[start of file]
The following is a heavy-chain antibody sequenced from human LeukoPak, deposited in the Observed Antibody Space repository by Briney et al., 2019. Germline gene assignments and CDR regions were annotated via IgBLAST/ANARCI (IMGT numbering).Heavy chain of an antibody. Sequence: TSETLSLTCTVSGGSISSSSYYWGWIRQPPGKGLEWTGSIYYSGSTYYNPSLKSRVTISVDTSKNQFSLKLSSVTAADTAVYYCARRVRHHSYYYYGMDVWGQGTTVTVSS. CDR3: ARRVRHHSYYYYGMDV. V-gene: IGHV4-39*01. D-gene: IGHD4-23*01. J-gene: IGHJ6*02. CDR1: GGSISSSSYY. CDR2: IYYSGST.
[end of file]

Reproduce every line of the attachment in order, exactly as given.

The following is a heavy-chain antibody sequenced from human LeukoPak, deposited in the Observed Antibody Space repository by Briney et al., 2019. Germline gene assignments and CDR regions were annotated via IgBLAST/ANARCI (IMGT numbering).Heavy chain of an antibody. Sequence: TSETLSLTCTVSGGSISSSSYYWGWIRQPPGKGLEWTGSIYYSGSTYYNPSLKSRVTISVDTSKNQFSLKLSSVTAADTAVYYCARRVRHHSYYYYGMDVWGQGTTVTVSS. CDR3: ARRVRHHSYYYYGMDV. V-gene: IGHV4-39*01. D-gene: IGHD4-23*01. J-gene: IGHJ6*02. CDR1: GGSISSSSYY. CDR2: IYYSGST.